This photograph displays Walker Evans' increasingly assured ability to construct meaning out of the juxtaposition of pictorial elements. Here they extend from the hands pointing to the doorway, to the crazy quilt of signs papered across the building's facade, to graffiti scrawled among the signs. Many of Evans' most sophisticated photographs from the period have a rebuslike quality, disclosing previously unnoticed connections in the world. Evans was drawn to the decaying quarters of New York during the Depression-especially to buildings along the waterfront and the Bowery that exhibited, like Paul Strand's blind peddler (33.43.334), a "battered nobility."
Inscription: Artist's stamp, verso TL: "Walker Evans"; collector's stamp, verso TR: "COLLECTION // ARNOLD H. CRANE, CHICAGO, U.S.A."; inscribed in the hand of Arnold Crane, verso CR: "withdrawn // 12/71 // AHC"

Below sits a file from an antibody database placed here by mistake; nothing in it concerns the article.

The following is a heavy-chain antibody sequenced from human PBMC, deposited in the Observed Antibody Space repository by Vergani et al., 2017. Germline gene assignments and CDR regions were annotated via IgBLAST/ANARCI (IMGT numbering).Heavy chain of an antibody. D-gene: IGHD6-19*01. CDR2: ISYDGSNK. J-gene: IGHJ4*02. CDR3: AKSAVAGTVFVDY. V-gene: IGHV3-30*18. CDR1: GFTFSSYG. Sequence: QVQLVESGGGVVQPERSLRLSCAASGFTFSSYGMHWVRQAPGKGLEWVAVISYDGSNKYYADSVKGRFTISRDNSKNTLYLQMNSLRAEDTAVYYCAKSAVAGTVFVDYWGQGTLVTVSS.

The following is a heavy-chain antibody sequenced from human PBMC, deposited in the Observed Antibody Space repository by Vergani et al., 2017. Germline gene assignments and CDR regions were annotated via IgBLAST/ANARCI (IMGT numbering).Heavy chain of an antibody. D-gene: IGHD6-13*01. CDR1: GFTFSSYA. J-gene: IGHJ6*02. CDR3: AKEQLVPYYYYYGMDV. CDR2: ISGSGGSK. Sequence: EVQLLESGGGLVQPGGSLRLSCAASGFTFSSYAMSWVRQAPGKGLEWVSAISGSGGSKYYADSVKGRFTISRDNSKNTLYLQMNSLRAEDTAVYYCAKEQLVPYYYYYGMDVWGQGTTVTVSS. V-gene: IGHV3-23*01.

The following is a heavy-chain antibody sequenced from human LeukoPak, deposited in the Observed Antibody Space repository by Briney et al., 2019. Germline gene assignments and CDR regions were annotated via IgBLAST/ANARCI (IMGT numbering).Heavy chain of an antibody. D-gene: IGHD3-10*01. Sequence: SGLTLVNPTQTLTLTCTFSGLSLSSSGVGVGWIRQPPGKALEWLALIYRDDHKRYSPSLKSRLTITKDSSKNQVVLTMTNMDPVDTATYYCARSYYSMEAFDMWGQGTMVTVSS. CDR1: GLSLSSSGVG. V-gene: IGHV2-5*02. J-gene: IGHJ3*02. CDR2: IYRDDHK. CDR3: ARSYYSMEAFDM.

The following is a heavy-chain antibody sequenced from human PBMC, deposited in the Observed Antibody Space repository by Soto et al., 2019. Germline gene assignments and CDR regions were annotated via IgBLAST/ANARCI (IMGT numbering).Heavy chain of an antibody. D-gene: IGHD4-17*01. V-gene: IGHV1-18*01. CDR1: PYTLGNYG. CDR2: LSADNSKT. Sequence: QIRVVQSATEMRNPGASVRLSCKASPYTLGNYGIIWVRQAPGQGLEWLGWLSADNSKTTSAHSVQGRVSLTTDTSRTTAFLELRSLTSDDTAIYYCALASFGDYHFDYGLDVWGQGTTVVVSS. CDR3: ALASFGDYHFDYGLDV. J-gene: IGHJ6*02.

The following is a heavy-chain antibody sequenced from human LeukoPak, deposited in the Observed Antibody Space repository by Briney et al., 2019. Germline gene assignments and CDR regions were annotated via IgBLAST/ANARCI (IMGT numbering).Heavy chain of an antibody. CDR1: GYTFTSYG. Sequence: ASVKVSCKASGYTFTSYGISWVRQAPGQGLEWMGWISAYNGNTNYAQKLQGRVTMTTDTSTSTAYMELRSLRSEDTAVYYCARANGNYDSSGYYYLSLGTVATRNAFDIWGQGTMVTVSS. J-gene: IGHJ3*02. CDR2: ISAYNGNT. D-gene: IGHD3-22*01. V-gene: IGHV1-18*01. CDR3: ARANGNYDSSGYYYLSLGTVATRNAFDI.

Evans, Walker. American Photographs. New York: Museum of Modern Art, New York, 1938. no. 1.
Brix, Michael, and Birgit Mayer, ed. Walker Evans: Amerika: Bilder aus den Jahren der Depression. Munich: Lenbachhaus Kunstbau, 1990. no. 1.
Mora, Gilles, and John T. Hill. Walker Evans: The Hungry Eye. New York: H. N. Abrams, 1993. p. 51.
Hambourg, Maria Morris, Doug Eklund, Mia Fineman, and Jeff L. Rosenheim. Walker Evans. New York: The Metropolitan Museum of Art, 2000. no. 43.